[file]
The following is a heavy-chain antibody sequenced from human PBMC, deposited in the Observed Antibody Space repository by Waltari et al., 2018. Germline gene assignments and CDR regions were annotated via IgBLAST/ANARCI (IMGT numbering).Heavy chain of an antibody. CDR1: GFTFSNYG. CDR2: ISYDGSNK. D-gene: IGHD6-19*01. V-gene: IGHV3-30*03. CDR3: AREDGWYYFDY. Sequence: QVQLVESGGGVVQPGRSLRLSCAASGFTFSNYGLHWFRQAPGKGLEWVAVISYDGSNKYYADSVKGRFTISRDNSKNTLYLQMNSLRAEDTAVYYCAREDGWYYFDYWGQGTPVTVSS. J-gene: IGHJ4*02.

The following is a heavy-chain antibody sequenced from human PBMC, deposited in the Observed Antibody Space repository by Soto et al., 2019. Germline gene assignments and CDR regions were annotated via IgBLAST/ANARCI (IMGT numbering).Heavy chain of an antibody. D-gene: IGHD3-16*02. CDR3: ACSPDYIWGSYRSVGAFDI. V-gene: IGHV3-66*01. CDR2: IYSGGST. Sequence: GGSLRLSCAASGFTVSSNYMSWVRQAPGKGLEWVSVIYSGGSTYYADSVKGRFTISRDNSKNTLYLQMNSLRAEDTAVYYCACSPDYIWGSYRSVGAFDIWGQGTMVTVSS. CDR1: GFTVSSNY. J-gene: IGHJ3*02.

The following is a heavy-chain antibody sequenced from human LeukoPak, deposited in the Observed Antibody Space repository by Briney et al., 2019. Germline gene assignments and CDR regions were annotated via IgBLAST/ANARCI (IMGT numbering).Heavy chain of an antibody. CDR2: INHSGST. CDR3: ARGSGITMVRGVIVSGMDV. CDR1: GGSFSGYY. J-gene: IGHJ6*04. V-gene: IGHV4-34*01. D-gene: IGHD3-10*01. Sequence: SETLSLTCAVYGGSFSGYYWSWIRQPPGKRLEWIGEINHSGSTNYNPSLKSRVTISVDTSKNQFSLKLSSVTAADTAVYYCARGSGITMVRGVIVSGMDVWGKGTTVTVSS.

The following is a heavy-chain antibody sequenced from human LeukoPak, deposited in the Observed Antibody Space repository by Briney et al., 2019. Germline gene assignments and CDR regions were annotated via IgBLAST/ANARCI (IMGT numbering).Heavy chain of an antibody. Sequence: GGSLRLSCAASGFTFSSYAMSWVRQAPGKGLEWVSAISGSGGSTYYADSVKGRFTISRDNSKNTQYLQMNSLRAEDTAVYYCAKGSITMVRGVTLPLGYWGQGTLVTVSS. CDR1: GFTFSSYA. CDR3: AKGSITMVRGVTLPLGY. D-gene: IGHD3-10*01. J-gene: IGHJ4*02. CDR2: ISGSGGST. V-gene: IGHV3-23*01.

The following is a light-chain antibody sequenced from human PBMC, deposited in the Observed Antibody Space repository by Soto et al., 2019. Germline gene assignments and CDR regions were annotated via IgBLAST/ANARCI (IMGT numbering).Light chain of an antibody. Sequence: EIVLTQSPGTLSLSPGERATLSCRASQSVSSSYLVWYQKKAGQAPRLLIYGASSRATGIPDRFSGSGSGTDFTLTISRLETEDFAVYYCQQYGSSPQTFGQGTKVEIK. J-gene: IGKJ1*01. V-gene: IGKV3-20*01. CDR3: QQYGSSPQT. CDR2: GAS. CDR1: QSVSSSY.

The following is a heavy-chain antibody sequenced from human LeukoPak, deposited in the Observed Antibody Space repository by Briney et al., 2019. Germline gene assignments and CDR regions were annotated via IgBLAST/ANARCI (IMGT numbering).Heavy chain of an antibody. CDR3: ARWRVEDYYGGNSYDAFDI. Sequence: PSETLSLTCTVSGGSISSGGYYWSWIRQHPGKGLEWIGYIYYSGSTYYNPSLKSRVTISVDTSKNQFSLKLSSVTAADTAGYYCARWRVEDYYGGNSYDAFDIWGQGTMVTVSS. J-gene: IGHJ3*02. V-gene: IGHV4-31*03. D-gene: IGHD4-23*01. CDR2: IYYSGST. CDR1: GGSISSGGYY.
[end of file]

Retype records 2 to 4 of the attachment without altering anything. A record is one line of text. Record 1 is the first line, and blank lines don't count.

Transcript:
The following is a heavy-chain antibody sequenced from human PBMC, deposited in the Observed Antibody Space repository by Soto et al., 2019. Germline gene assignments and CDR regions were annotated via IgBLAST/ANARCI (IMGT numbering).Heavy chain of an antibody. D-gene: IGHD3-16*02. CDR3: ACSPDYIWGSYRSVGAFDI. V-gene: IGHV3-66*01. CDR2: IYSGGST. Sequence: GGSLRLSCAASGFTVSSNYMSWVRQAPGKGLEWVSVIYSGGSTYYADSVKGRFTISRDNSKNTLYLQMNSLRAEDTAVYYCACSPDYIWGSYRSVGAFDIWGQGTMVTVSS. CDR1: GFTVSSNY. J-gene: IGHJ3*02.

The following is a heavy-chain antibody sequenced from human LeukoPak, deposited in the Observed Antibody Space repository by Briney et al., 2019. Germline gene assignments and CDR regions were annotated via IgBLAST/ANARCI (IMGT numbering).Heavy chain of an antibody. CDR2: INHSGST. CDR3: ARGSGITMVRGVIVSGMDV. CDR1: GGSFSGYY. J-gene: IGHJ6*04. V-gene: IGHV4-34*01. D-gene: IGHD3-10*01. Sequence: SETLSLTCAVYGGSFSGYYWSWIRQPPGKRLEWIGEINHSGSTNYNPSLKSRVTISVDTSKNQFSLKLSSVTAADTAVYYCARGSGITMVRGVIVSGMDVWGKGTTVTVSS.

The following is a heavy-chain antibody sequenced from human LeukoPak, deposited in the Observed Antibody Space repository by Briney et al., 2019. Germline gene assignments and CDR regions were annotated via IgBLAST/ANARCI (IMGT numbering).Heavy chain of an antibody. Sequence: GGSLRLSCAASGFTFSSYAMSWVRQAPGKGLEWVSAISGSGGSTYYADSVKGRFTISRDNSKNTQYLQMNSLRAEDTAVYYCAKGSITMVRGVTLPLGYWGQGTLVTVSS. CDR1: GFTFSSYA. CDR3: AKGSITMVRGVTLPLGY. D-gene: IGHD3-10*01. J-gene: IGHJ4*02. CDR2: ISGSGGST. V-gene: IGHV3-23*01.